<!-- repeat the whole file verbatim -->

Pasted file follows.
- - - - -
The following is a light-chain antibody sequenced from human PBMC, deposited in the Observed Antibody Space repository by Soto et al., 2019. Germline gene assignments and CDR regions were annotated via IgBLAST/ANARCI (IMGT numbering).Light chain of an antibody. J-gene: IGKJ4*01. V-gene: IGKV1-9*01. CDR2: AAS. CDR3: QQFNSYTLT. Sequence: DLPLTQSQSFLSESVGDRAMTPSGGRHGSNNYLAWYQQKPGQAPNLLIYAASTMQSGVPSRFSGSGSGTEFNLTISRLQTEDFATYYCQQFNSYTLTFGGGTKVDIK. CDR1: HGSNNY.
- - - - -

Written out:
The following is a light-chain antibody sequenced from human PBMC, deposited in the Observed Antibody Space repository by Soto et al., 2019. Germline gene assignments and CDR regions were annotated via IgBLAST/ANARCI (IMGT numbering).Light chain of an antibody. J-gene: IGKJ4*01. V-gene: IGKV1-9*01. CDR2: AAS. CDR3: QQFNSYTLT. Sequence: DLPLTQSQSFLSESVGDRAMTPSGGRHGSNNYLAWYQQKPGQAPNLLIYAASTMQSGVPSRFSGSGSGTEFNLTISRLQTEDFATYYCQQFNSYTLTFGGGTKVDIK. CDR1: HGSNNY.